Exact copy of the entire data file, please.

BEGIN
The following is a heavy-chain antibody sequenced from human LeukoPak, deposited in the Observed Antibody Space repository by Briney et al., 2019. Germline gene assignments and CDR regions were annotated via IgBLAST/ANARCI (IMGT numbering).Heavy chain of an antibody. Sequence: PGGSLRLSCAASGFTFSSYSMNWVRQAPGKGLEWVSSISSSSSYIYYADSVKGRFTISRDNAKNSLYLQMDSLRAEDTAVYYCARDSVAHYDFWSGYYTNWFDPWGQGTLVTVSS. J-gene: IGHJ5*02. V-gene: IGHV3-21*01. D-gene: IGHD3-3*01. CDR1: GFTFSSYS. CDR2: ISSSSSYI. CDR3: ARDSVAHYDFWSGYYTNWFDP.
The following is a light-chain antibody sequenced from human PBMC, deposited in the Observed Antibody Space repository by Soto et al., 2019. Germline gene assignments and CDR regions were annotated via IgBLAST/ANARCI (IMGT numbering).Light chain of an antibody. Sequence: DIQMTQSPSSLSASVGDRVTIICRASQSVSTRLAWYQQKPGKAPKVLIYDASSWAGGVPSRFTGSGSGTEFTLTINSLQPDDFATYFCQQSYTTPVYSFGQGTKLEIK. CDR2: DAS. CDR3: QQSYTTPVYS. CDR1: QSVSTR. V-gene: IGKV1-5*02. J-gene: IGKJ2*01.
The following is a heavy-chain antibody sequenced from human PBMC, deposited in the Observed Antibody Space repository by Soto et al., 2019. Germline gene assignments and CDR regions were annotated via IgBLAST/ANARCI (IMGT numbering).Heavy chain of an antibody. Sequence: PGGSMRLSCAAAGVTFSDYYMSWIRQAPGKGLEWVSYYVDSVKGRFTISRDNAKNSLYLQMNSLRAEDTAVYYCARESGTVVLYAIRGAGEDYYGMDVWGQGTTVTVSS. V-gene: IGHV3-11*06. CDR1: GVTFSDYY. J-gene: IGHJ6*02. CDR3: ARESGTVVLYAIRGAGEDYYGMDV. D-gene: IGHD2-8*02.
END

The following is a heavy-chain antibody sequenced from human LeukoPak, deposited in the Observed Antibody Space repository by Briney et al., 2019. Germline gene assignments and CDR regions were annotated via IgBLAST/ANARCI (IMGT numbering).Heavy chain of an antibody. Sequence: PGGSLRLSCAASGFTFSSYSMNWVRQAPGKGLEWVSSISSSSSYIYYADSVKGRFTISRDNAKNSLYLQMDSLRAEDTAVYYCARDSVAHYDFWSGYYTNWFDPWGQGTLVTVSS. J-gene: IGHJ5*02. V-gene: IGHV3-21*01. D-gene: IGHD3-3*01. CDR1: GFTFSSYS. CDR2: ISSSSSYI. CDR3: ARDSVAHYDFWSGYYTNWFDP.
The following is a light-chain antibody sequenced from human PBMC, deposited in the Observed Antibody Space repository by Soto et al., 2019. Germline gene assignments and CDR regions were annotated via IgBLAST/ANARCI (IMGT numbering).Light chain of an antibody. Sequence: DIQMTQSPSSLSASVGDRVTIICRASQSVSTRLAWYQQKPGKAPKVLIYDASSWAGGVPSRFTGSGSGTEFTLTINSLQPDDFATYFCQQSYTTPVYSFGQGTKLEIK. CDR2: DAS. CDR3: QQSYTTPVYS. CDR1: QSVSTR. V-gene: IGKV1-5*02. J-gene: IGKJ2*01.
The following is a heavy-chain antibody sequenced from human PBMC, deposited in the Observed Antibody Space repository by Soto et al., 2019. Germline gene assignments and CDR regions were annotated via IgBLAST/ANARCI (IMGT numbering).Heavy chain of an antibody. Sequence: PGGSMRLSCAAAGVTFSDYYMSWIRQAPGKGLEWVSYYVDSVKGRFTISRDNAKNSLYLQMNSLRAEDTAVYYCARESGTVVLYAIRGAGEDYYGMDVWGQGTTVTVSS. V-gene: IGHV3-11*06. CDR1: GVTFSDYY. J-gene: IGHJ6*02. CDR3: ARESGTVVLYAIRGAGEDYYGMDV. D-gene: IGHD2-8*02.